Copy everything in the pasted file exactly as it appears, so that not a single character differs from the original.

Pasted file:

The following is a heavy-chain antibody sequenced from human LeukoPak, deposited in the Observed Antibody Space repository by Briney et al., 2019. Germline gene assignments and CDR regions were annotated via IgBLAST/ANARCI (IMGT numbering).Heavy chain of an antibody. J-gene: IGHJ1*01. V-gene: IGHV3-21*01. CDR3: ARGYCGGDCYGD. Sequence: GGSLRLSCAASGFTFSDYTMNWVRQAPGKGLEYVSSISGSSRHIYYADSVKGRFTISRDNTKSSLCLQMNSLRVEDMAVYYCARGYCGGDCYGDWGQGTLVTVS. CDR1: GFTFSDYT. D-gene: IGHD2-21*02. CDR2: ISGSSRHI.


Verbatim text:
The following is a heavy-chain antibody sequenced from human LeukoPak, deposited in the Observed Antibody Space repository by Briney et al., 2019. Germline gene assignments and CDR regions were annotated via IgBLAST/ANARCI (IMGT numbering).Heavy chain of an antibody. J-gene: IGHJ1*01. V-gene: IGHV3-21*01. CDR3: ARGYCGGDCYGD. Sequence: GGSLRLSCAASGFTFSDYTMNWVRQAPGKGLEYVSSISGSSRHIYYADSVKGRFTISRDNTKSSLCLQMNSLRVEDMAVYYCARGYCGGDCYGDWGQGTLVTVS. CDR1: GFTFSDYT. D-gene: IGHD2-21*02. CDR2: ISGSSRHI.